Dana Meadows to Twin Lakes via the High Route (Yosemite/Hoover Wilderness) - August 2023


"The mountains don't care."
Feb 15, 2020
This was a pretty fantastic trip though a number of things didn't go as originally planned. First of all, the much higher snowpack in the Sierra Nevada this year was very evident and affected multiple sections of the trip. Additionally, when the trip was first conceived there would have been four of us - by the time it rolled around we were down to two. And then, due to an injury it ended up just being me for the final section.

The general idea for the route was to hit a few highlights we missed in Yosemite NP last year before heading north and completing (roughly) section 5 of Steve Roper's Sierra High Route (1982). We did Section 4 last year - you can see that trip report here. Roper's route is the original "high route" and as far as I can tell none of the others even come close to its quality. Obviously the scenery is fantastic - easy enough in the Sierra - but the routing is really fantastic. (By comparison none of the various Wind River High Routes are nearly so elegant - despite the obviously fantastic scenery.)

I've absolutely loved getting out to the Sierra more - and I hope to continue the trend. That said, it's definitely more people and less wildlife than my more regular destinations. (I did have one pretty awesome wildlife experience on this one though - read on to hear about it.)

Day 1: Dana Meadows to Upper Kuna Creek
If I'm being honest, this trip kind of snuck up on me and I wasn't really in the best "backpacking mindset". Even after landing in Bishop, meeting up w/ my hiking partner, and camping at Twin Lakes CG for a night I was still feeling a bit "meh". My first few miles of hiking involved a bit more "how many miles/days is this?" than I'm proud of. But as we were climbing up and over Kuna Crest from Helen Lake, I started remembering why I do this. And by the middle of Day 2, I was fully ready to just explore the Sierra forever. :lol:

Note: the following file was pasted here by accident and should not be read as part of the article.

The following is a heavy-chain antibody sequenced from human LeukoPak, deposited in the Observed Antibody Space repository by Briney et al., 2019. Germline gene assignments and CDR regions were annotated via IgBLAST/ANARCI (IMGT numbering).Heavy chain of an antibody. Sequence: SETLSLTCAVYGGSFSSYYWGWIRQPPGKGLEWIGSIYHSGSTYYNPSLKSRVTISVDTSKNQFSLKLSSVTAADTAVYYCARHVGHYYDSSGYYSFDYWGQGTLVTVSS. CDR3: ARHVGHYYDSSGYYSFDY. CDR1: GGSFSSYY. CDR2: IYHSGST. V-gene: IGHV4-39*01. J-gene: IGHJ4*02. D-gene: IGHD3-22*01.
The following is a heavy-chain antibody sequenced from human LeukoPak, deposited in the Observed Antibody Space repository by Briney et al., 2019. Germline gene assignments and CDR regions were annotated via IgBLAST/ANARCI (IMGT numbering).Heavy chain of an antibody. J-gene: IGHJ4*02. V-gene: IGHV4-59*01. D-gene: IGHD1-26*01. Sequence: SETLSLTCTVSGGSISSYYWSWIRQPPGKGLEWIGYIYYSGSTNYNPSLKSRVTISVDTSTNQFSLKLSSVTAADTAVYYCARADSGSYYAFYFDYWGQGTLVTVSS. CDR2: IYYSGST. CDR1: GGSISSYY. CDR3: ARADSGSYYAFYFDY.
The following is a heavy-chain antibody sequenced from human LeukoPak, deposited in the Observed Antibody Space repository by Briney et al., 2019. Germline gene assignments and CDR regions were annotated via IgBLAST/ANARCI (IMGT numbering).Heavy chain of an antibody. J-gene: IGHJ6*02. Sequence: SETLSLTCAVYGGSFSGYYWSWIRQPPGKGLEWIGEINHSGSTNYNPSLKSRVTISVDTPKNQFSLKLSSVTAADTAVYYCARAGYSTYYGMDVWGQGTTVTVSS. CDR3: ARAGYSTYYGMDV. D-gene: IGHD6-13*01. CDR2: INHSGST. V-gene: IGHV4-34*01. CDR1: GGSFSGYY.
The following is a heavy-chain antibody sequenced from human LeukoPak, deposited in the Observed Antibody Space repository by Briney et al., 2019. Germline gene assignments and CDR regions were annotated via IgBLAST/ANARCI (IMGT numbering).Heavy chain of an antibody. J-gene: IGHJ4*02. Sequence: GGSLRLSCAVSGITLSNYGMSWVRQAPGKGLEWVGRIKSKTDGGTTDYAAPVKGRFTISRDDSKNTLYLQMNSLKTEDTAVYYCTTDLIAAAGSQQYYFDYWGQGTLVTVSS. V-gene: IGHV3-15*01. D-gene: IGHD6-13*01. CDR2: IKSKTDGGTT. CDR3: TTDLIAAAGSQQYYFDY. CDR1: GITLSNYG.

The early sections were fairly innocuous, but the weather was fantastic. (We just missed Hurricane Hillary which had finished its downpour the day previous.)
Lots of beautiful fungi to be found - likely a combination of the extra moisture from the massive snowfall and the recent rainfall.
The meadows were all very vibrant green and large snowfields persisted above treeline. Much different than prior years and very obvious even on satellite imagery.
Even just climbing up to Helen Lake involved a decent sized snowfield.
Looking at Helen Lake and the Kuna Crest.
Climbing up the Crest.
Looking out at Mount Lyell and Mount Maclure from the top of the pass.
Camp for the evening.
The nearby water sources did not have any fish, but they were absolutely swarming with very large tadpoles. Really cool to see - I'm always fascinated by the cold-blooded vertebrates that live in the high alpine.
Another nice shot of camp.

Day 2: Upper Kuna Creek to Ireland Lake
Today would necessitate our first (and biggest) re-route due to the increased snowpack. Our original plan would have us climb up the Lyell Glacier and circle Lyell/Maclure, but with just a light ice axe and microspikes the climb up the glacier looked pretty intense at worst and potentially dangerous. With the very large sections of unmelted snowfields, hit by a few days of rain, and then a significant temperature drop, the snow/ice was pretty hard/slick even well into the afternoon. I'd love to talk to someone that climbed the glacier this year, because I was tempted to try but my hiking partner (smartly, I think) dissuaded me.